The Philippines told the US on Tuesday it was quitting a pact key to their historical military alliance, triggering a six-month countdown to the deal’s termination, Manila said.
Philippine President Rodrigo Duterte made the move after voicing anger over American authorities cancelling the visa of the official who led his internationally condemned drug war.
This comes after Duterte has, since taking power in mid-2016, repeatedly made unrealised threats to shrink or even sever his nation’s ties with its former colonial master and most important military ally.
The 1998 Visiting Forces Agreement (VFA) is the legal framework for the presence of US troops on Philippine soil and is central to the two nations’ hundreds of annual, joint military exercises, which are a major component of their deep military ties.
The pact requires a 180-day notice to quit, which will likely set off a period of negotiation between the two countries.
“The Deputy Chief of Mission of the Embassy of the United States has received the notice of termination of the Visiting Forces Agreement,” Philippine foreign affairs secretary Teodoro Locsin wrote on Twitter.
Duterte’s spokesman, Salvador Panelo, told a press briefing the notice was sent Tuesday.
US embassy officials did not immediately reply to requests for comment.
The VFA is divise in the Philippines, with left and nationalist critics long arguing it guarantees special treatment of American service members accused of crimes.
But defenders of the decades-old agreement say ending it could both degrade the Philippines’ ability to defend itself and undermine American moves against Beijing’s rise, particularly in the disputed South China Sea.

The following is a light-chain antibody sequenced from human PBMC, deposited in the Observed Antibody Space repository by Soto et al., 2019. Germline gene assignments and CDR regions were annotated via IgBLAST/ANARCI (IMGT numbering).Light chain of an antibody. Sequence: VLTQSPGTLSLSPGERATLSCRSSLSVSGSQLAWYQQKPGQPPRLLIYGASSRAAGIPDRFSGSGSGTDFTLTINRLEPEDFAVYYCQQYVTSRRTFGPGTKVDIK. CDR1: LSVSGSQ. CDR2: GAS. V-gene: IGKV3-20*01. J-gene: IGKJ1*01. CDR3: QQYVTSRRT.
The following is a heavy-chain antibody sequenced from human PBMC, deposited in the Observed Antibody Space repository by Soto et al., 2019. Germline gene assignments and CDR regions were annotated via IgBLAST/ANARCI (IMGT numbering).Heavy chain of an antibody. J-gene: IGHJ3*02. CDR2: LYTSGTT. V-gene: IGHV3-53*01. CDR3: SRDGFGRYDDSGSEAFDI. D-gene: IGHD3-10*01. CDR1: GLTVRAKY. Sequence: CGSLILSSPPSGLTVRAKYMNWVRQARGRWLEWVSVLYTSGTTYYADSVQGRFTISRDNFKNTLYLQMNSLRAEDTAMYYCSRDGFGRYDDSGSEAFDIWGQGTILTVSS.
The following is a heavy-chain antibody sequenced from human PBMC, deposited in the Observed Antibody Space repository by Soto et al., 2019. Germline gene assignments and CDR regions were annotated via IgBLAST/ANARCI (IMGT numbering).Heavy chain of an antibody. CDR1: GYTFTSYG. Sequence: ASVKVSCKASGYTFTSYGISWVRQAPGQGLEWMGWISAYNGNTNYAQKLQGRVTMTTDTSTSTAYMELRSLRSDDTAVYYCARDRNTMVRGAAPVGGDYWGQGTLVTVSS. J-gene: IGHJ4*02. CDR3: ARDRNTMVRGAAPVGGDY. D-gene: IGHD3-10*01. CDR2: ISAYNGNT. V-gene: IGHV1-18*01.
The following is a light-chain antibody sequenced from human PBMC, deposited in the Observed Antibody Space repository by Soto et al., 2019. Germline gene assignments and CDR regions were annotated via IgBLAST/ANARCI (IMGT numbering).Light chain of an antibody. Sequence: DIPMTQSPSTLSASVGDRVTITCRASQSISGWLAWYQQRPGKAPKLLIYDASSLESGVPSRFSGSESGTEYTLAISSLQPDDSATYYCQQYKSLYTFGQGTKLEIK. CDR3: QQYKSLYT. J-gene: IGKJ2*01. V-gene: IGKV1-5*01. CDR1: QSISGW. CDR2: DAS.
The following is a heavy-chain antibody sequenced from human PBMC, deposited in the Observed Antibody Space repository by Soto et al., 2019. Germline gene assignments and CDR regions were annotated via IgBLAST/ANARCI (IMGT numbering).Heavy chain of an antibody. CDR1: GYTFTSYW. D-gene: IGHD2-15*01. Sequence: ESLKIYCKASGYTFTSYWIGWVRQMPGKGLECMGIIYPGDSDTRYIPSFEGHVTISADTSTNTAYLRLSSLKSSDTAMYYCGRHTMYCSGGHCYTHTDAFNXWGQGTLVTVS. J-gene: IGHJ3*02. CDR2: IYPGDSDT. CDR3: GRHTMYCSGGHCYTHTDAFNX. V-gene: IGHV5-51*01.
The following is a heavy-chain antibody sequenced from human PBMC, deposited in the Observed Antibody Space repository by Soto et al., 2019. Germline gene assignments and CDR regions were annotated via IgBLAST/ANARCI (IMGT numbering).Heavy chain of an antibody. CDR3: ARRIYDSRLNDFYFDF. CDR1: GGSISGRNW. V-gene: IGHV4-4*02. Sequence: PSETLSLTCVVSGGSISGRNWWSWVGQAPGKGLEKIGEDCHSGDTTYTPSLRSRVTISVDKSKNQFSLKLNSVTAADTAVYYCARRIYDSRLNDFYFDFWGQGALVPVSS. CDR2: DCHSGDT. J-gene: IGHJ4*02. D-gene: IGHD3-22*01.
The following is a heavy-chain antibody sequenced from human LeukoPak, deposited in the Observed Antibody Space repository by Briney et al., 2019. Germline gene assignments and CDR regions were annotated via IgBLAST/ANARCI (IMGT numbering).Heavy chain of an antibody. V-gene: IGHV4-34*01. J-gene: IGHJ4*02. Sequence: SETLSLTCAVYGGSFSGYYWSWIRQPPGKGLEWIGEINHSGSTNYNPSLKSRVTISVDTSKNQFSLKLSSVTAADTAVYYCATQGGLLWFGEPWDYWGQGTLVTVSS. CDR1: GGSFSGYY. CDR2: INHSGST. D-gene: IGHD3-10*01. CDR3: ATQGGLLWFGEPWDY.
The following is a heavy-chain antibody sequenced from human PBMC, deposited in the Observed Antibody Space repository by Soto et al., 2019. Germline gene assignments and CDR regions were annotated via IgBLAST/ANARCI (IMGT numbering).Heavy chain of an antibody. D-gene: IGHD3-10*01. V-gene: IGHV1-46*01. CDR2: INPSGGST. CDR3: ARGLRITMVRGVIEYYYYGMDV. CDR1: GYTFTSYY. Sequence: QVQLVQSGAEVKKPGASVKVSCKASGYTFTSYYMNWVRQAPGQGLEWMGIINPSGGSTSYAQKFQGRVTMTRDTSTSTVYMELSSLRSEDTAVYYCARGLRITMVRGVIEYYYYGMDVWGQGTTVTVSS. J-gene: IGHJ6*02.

Locsin, an advocate of the pact, told lawmakers last week it was fundamental to the US alliance, which had provided tens of millions of dollars in support, equipment and training for the Philippine armed forces.
“Terminating the VFA will negatively impact its (the Philippines’) defence and security,” Locsin said.
“Our contribution to regional defence is anchored on our military alliance with the world’s last superpower,” he added.
Duterte first warned he would scrap the deal in 2016 and then repeated that threat in January in a speech.
Duterte’s speech last month came after Ronald Dela Rosa, the former national police chief who is now a senator, said the US had cancelled his visa but did not tell him why.
Philippine officials view the cancellation as a sanction for Dela Rosa’s leadership of the campaign in which police have killed thousands of alleged pushers and users.
Since the visa issue surfaced, Duterte has barred his cabinet from going to the US and has turned down Trump’s invitation to a southeast asian summit set for March in Las Vegas.
Duterte bristles at any Western criticism of his signature policy, which public opinion surveys say is widely supported by Filipinos despite the killing.